The authors emphasize just how young China's auto industry is compared with its peers' in more developed markets (namely, the United States, Japan and Germany). This youth helps explain the industry's fast growth and further potential, as private car ownership grows with the emerging middle class.
Chinese car manufacturing in its modern form only dates back to 1984, when the first international joint venture appeared, called Beijing Jeep Corp Ltd. More ventures were created throughout the '80s and '90s, as China moved from a planned economy to a more market-based one
The current car boom really began in 2001 with China's official entry into the World Trade Organization (WTO).
In this young market, it is worth highlighting that domestic sales account for the vast majority of overall sales. In fact, the ratio of exports to domestic sales in 2013 was just 4 percent, according to official figures from the China Association of Automobile Manufacturers (CAAM).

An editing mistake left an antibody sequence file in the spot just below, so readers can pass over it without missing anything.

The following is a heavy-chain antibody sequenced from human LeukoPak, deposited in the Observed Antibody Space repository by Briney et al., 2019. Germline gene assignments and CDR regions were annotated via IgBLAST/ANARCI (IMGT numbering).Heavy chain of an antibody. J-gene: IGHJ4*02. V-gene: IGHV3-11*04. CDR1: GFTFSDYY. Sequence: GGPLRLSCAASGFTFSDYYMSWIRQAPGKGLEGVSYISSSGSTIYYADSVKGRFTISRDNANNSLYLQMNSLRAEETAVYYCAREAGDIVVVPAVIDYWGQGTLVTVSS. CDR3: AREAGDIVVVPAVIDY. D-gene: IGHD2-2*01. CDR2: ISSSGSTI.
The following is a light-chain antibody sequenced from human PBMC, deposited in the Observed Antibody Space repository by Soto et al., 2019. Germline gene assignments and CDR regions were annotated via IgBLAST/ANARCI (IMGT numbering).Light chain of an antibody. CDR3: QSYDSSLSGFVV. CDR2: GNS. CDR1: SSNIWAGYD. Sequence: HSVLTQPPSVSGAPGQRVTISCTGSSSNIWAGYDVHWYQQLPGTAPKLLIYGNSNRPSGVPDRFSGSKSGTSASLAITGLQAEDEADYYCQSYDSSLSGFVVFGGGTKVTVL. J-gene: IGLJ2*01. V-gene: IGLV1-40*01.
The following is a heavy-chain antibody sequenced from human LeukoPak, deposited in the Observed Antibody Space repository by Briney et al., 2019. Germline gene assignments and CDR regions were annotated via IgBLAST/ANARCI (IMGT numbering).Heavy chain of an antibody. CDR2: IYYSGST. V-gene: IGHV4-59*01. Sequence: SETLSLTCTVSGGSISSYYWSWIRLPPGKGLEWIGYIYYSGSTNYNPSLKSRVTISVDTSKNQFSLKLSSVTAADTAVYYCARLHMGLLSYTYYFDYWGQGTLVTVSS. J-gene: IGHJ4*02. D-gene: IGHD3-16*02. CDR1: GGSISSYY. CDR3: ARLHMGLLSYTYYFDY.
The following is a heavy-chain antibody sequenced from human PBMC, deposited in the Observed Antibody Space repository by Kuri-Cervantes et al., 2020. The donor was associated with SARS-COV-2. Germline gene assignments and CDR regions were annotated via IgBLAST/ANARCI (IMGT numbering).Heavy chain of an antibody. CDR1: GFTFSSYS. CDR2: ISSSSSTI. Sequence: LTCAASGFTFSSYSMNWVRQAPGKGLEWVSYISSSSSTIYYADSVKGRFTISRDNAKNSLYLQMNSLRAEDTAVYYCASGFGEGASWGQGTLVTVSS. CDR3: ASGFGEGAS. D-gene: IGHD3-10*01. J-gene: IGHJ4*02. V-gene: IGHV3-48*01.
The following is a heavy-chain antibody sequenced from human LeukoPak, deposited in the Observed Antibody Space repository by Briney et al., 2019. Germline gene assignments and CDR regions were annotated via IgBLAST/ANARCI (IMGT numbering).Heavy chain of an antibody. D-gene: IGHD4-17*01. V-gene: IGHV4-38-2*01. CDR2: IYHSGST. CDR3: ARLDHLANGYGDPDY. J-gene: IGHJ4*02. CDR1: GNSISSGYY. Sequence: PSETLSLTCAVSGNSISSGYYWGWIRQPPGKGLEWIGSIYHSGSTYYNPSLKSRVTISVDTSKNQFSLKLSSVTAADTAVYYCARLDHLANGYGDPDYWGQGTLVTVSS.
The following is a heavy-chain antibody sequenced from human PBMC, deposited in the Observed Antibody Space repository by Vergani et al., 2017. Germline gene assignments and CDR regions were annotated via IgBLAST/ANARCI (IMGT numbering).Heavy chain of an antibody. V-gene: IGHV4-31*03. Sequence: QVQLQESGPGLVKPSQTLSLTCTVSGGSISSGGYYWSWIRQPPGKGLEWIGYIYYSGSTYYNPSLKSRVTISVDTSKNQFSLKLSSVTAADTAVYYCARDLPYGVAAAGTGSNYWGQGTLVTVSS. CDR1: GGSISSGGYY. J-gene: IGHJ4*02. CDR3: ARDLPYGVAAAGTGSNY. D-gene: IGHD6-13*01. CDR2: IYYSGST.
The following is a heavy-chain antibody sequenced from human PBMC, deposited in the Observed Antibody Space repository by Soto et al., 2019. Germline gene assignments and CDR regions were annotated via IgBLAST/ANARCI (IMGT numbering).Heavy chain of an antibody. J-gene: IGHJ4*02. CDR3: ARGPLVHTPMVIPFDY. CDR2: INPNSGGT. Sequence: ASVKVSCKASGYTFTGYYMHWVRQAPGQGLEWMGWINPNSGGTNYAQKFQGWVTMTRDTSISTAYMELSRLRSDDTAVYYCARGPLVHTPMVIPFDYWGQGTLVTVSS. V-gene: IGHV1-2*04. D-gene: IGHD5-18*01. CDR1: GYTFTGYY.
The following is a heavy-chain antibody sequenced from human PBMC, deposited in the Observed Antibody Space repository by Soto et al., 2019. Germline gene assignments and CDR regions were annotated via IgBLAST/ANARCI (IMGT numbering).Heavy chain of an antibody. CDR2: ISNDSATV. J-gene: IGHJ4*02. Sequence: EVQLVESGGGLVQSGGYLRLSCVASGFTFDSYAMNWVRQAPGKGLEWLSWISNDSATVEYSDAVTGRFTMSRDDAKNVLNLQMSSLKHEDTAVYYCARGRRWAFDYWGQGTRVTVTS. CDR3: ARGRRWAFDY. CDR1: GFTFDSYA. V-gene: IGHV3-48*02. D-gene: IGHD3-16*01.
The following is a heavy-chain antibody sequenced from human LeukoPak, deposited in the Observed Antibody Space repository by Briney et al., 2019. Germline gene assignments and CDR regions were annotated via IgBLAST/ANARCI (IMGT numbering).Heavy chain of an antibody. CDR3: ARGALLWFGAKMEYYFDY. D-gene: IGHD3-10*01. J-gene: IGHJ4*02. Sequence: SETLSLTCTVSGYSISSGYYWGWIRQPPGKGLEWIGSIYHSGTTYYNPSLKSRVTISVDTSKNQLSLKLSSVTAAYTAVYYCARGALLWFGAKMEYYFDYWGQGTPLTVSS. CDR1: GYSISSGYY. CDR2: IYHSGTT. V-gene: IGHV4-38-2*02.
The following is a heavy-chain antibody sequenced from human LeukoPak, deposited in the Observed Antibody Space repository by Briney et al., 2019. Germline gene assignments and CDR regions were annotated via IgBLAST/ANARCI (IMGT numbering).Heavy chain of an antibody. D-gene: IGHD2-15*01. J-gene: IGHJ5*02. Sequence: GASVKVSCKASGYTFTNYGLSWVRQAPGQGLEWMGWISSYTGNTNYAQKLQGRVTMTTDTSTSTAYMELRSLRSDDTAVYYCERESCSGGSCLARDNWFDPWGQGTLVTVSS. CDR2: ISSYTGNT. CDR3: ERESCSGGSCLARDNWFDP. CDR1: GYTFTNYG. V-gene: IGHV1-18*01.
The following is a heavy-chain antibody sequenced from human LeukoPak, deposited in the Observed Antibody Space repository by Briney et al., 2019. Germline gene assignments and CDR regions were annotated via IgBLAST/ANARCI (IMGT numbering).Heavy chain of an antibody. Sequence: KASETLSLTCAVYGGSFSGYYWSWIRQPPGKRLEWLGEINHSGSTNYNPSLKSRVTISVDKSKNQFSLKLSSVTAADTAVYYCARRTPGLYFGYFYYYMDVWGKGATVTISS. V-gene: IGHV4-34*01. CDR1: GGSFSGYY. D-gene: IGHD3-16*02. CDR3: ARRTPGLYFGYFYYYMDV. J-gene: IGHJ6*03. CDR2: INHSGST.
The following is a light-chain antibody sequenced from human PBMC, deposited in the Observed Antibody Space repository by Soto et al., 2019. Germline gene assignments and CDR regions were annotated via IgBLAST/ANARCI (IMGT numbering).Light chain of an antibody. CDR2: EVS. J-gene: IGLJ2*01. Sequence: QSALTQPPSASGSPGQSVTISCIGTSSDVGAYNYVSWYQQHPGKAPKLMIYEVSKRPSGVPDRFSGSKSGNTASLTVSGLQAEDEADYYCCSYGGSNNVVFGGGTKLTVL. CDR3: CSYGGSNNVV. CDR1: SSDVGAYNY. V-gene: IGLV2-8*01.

Chinese car exports are hampered by quality issues, as most vehicles do not meet U.S. and Europe safety and quality standards, the authors note. That said, exports to South America, which accounted for 29 percent of 2013 exports, Africa, which accounted for 24 percent, and other regions with developing economies appear promising. Export sales climbed for three consecutive years but then fell by 7 percent in 2013. But the authors point to wars and political crises in some key markets as the causes of 2013's export drop. For example, sales of Chinese autos in Iraq fell dramatically — by 63 percent — in one year.